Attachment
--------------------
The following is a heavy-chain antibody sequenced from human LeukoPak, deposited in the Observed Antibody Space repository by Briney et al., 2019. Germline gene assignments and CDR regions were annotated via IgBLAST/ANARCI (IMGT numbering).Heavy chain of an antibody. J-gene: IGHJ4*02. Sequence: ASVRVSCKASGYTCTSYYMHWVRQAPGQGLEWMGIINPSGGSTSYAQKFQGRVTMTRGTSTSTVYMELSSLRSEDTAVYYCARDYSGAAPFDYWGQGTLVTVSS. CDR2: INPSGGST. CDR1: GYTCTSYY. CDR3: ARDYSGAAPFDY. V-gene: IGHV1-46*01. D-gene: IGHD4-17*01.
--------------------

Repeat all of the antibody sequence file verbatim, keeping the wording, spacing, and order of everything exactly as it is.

The following is a heavy-chain antibody sequenced from human LeukoPak, deposited in the Observed Antibody Space repository by Briney et al., 2019. Germline gene assignments and CDR regions were annotated via IgBLAST/ANARCI (IMGT numbering).Heavy chain of an antibody. J-gene: IGHJ4*02. Sequence: ASVRVSCKASGYTCTSYYMHWVRQAPGQGLEWMGIINPSGGSTSYAQKFQGRVTMTRGTSTSTVYMELSSLRSEDTAVYYCARDYSGAAPFDYWGQGTLVTVSS. CDR2: INPSGGST. CDR1: GYTCTSYY. CDR3: ARDYSGAAPFDY. V-gene: IGHV1-46*01. D-gene: IGHD4-17*01.